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Enable Virtual Trusted Platform Module for an Existing Virtual Machine

Virtual Trusted Platform Module (vTPM) is a critical security feature that enhances the security of guest operating systems running on virtual machines. This article will guide you through the process of adding a vTPM to an existing virtual machine in a VMware vSphere environment, providing step-by-step instructions and important considerations to ensure a seamless implementation.


Before proceeding with adding a vTPM to your virtual machine, ensure that you meet the following prerequisites:

  1. vSphere Environment with Key Provider: Make sure your vSphere environment is configured for a key provider. This step is crucial for managing cryptographic operations securely. Refer to the vSphere Security documentation for detailed guidance.

  2. Supported Guest OS: Verify that your guest operating system is compatible with vTPM. VMware vTPM is compatible with TPM 2.0 and supports Windows Server 2008 and later, Windows 7 and later, and various Linux distributions.

  3. Virtual Machine Status: Ensure that the virtual machine you want to modify is turned off before proceeding with the vTPM addition.

  4. ESXi Host Version: The ESXi hosts in your environment must be running either ESXi 6.7 or later for Windows guest OS or ESXi 7.0 Update 2 for Linux guest OS.

  5. EFI Firmware: The virtual machine must use EFI firmware for vTPM support.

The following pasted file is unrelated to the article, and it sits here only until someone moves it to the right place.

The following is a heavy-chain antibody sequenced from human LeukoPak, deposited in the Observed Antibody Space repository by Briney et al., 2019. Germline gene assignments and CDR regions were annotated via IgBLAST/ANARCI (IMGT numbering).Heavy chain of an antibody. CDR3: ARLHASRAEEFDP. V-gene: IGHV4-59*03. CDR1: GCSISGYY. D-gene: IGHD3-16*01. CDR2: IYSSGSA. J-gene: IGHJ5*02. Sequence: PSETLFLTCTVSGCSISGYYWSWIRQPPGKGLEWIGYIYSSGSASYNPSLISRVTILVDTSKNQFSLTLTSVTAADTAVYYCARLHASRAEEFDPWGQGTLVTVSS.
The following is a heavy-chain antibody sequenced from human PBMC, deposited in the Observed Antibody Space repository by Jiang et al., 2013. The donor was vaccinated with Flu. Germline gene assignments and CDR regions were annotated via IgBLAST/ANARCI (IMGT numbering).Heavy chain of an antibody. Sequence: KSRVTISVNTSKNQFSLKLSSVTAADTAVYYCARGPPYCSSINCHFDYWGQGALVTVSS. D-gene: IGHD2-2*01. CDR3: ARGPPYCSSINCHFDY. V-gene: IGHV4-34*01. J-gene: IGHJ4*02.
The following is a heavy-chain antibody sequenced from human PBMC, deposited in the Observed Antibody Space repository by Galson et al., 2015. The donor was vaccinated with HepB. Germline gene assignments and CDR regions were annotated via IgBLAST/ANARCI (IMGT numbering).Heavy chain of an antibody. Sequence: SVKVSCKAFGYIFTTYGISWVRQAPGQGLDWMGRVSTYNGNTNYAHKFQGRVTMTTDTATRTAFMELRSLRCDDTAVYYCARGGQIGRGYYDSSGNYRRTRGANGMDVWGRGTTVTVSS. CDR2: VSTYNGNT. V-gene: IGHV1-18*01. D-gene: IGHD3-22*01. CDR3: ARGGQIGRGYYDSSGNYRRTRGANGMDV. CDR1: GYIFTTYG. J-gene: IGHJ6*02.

6. Required Privileges: Verify that you have the necessary privileges for cryptographic operations to add and manage the vTPM. The required privileges include:

    • Cryptographic operations.Clone
    • Cryptographic operations.Encrypt
    • Cryptographic operations.Encrypt new
    • Cryptographic operations.Migrate
    • Cryptographic operations.Register VM

Adding Virtual Trusted Platform Module (vTPM)

Follow these steps to add a vTPM to your existing virtual machine:

  1. Connect to vCenter Server: Launch the vSphere Client and log in to your vCenter Server.

  2. Open Virtual Machine Settings: Locate the virtual machine you want to modify in the inventory on the left side of the vSphere Client. Right-click on the virtual machine’s name and select “Edit Settings.”

  3. Add Trusted Platform Module: In the “Edit Settings” dialog box, click on the “Add New Device” button. From the list of device types, select “Trusted Platform Module” (vTPM).

  4. Confirm Selection: Click the “OK” button to add the vTPM device to the virtual machine.

  5. Verify Addition: After successfully adding the vTPM, the virtual machine’s Summary tab will now include “Virtual Trusted Platform Module” in the VM Hardware pane.

Benefits of Virtual Trusted Platform Module (vTPM)

Enabling a vTPM for your virtual machine offers several significant benefits:

  1. Enhanced Security: The vTPM creates a virtualized TPM 2.0 chip for the virtual machine, providing hardware-based security features like secure boot and cryptographic operations. This strengthens the security posture of the guest operating system.

  2. Platform Attestation: vTPM allows the virtual machine to generate a cryptographic measurement of its own state, enabling platform attestation. This feature helps verify the integrity of the VM, ensuring it hasn’t been tampered with.

  3. BitLocker Encryption Support: If you are running a Windows guest OS, enabling vTPM is a prerequisite for using BitLocker encryption on virtual machine disks. This adds an additional layer of data protection.


Implementing a Virtual Trusted Platform Module (vTPM) for an existing virtual machine is a crucial step towards bolstering the security of your virtualized infrastructure. By following the outlined procedure and ensuring that all prerequisites are met, you can enable enhanced security features, platform attestation, and BitLocker encryption support for your guest operating systems.

Remember to refer to the official VMware documentation for specific details related to your vSphere version and configuration.